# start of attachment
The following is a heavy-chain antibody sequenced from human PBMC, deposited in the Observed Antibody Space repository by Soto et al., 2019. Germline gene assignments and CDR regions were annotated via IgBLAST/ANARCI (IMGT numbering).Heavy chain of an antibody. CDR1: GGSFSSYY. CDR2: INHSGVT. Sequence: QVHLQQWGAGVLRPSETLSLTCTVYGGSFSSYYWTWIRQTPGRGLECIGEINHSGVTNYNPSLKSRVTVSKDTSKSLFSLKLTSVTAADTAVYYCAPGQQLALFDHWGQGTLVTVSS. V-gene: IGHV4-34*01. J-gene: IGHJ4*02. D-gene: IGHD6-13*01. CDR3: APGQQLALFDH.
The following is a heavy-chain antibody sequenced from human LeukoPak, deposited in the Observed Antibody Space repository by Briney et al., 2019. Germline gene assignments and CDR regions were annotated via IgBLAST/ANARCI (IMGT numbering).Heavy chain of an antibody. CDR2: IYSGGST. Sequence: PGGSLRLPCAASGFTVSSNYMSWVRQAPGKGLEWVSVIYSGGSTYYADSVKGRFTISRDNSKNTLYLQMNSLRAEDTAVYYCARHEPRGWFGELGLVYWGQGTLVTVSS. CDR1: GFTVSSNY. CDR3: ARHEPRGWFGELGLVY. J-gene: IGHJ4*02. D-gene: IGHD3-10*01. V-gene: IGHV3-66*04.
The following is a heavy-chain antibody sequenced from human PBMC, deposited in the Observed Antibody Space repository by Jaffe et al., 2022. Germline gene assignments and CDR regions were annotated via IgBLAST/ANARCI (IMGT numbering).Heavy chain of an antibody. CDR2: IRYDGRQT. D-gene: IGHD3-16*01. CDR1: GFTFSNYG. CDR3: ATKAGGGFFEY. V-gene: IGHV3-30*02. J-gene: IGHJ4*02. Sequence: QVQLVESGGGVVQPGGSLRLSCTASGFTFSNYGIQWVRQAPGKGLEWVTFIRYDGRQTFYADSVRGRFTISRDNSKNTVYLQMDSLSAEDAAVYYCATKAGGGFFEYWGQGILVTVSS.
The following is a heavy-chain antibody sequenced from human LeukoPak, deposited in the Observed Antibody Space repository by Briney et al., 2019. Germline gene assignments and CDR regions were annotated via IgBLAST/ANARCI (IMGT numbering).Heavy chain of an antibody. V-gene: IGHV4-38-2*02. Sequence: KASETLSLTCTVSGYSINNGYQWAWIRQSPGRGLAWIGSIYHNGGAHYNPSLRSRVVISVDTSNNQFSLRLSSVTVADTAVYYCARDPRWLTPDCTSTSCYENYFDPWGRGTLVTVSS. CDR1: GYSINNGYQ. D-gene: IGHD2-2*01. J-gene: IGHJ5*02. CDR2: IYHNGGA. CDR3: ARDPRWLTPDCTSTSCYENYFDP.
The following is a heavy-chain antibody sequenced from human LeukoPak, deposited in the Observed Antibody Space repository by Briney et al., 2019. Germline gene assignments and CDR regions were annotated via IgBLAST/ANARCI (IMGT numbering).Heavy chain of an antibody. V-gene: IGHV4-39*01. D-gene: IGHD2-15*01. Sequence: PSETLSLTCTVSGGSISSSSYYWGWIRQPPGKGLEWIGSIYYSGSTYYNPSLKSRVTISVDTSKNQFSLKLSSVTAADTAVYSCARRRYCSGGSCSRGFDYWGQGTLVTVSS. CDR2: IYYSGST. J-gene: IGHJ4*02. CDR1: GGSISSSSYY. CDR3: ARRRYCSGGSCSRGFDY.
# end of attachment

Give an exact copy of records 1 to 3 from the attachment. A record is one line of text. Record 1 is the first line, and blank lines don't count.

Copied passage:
The following is a heavy-chain antibody sequenced from human PBMC, deposited in the Observed Antibody Space repository by Soto et al., 2019. Germline gene assignments and CDR regions were annotated via IgBLAST/ANARCI (IMGT numbering).Heavy chain of an antibody. CDR1: GGSFSSYY. CDR2: INHSGVT. Sequence: QVHLQQWGAGVLRPSETLSLTCTVYGGSFSSYYWTWIRQTPGRGLECIGEINHSGVTNYNPSLKSRVTVSKDTSKSLFSLKLTSVTAADTAVYYCAPGQQLALFDHWGQGTLVTVSS. V-gene: IGHV4-34*01. J-gene: IGHJ4*02. D-gene: IGHD6-13*01. CDR3: APGQQLALFDH.
The following is a heavy-chain antibody sequenced from human LeukoPak, deposited in the Observed Antibody Space repository by Briney et al., 2019. Germline gene assignments and CDR regions were annotated via IgBLAST/ANARCI (IMGT numbering).Heavy chain of an antibody. CDR2: IYSGGST. Sequence: PGGSLRLPCAASGFTVSSNYMSWVRQAPGKGLEWVSVIYSGGSTYYADSVKGRFTISRDNSKNTLYLQMNSLRAEDTAVYYCARHEPRGWFGELGLVYWGQGTLVTVSS. CDR1: GFTVSSNY. CDR3: ARHEPRGWFGELGLVY. J-gene: IGHJ4*02. D-gene: IGHD3-10*01. V-gene: IGHV3-66*04.
The following is a heavy-chain antibody sequenced from human PBMC, deposited in the Observed Antibody Space repository by Jaffe et al., 2022. Germline gene assignments and CDR regions were annotated via IgBLAST/ANARCI (IMGT numbering).Heavy chain of an antibody. CDR2: IRYDGRQT. D-gene: IGHD3-16*01. CDR1: GFTFSNYG. CDR3: ATKAGGGFFEY. V-gene: IGHV3-30*02. J-gene: IGHJ4*02. Sequence: QVQLVESGGGVVQPGGSLRLSCTASGFTFSNYGIQWVRQAPGKGLEWVTFIRYDGRQTFYADSVRGRFTISRDNSKNTVYLQMDSLSAEDAAVYYCATKAGGGFFEYWGQGILVTVSS.